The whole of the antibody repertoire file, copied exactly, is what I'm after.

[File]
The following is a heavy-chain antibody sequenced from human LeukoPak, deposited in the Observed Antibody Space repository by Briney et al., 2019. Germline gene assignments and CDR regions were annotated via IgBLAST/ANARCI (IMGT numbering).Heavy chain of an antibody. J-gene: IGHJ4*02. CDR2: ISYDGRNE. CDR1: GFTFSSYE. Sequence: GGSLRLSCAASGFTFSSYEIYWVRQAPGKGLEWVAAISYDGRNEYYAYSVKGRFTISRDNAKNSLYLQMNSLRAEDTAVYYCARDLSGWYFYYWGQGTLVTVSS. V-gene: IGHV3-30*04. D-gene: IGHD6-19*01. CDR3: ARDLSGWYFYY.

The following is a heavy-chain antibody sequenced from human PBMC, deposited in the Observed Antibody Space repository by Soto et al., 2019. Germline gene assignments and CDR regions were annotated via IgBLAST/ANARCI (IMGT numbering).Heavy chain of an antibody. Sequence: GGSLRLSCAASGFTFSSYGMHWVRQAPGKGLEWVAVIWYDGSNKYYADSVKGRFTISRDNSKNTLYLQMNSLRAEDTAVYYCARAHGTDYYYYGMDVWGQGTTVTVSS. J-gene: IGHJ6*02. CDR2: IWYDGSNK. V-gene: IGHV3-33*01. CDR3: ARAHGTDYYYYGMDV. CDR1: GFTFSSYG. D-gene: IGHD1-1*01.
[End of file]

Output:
The following is a heavy-chain antibody sequenced from human LeukoPak, deposited in the Observed Antibody Space repository by Briney et al., 2019. Germline gene assignments and CDR regions were annotated via IgBLAST/ANARCI (IMGT numbering).Heavy chain of an antibody. J-gene: IGHJ4*02. CDR2: ISYDGRNE. CDR1: GFTFSSYE. Sequence: GGSLRLSCAASGFTFSSYEIYWVRQAPGKGLEWVAAISYDGRNEYYAYSVKGRFTISRDNAKNSLYLQMNSLRAEDTAVYYCARDLSGWYFYYWGQGTLVTVSS. V-gene: IGHV3-30*04. D-gene: IGHD6-19*01. CDR3: ARDLSGWYFYY.

The following is a heavy-chain antibody sequenced from human PBMC, deposited in the Observed Antibody Space repository by Soto et al., 2019. Germline gene assignments and CDR regions were annotated via IgBLAST/ANARCI (IMGT numbering).Heavy chain of an antibody. Sequence: GGSLRLSCAASGFTFSSYGMHWVRQAPGKGLEWVAVIWYDGSNKYYADSVKGRFTISRDNSKNTLYLQMNSLRAEDTAVYYCARAHGTDYYYYGMDVWGQGTTVTVSS. J-gene: IGHJ6*02. CDR2: IWYDGSNK. V-gene: IGHV3-33*01. CDR3: ARAHGTDYYYYGMDV. CDR1: GFTFSSYG. D-gene: IGHD1-1*01.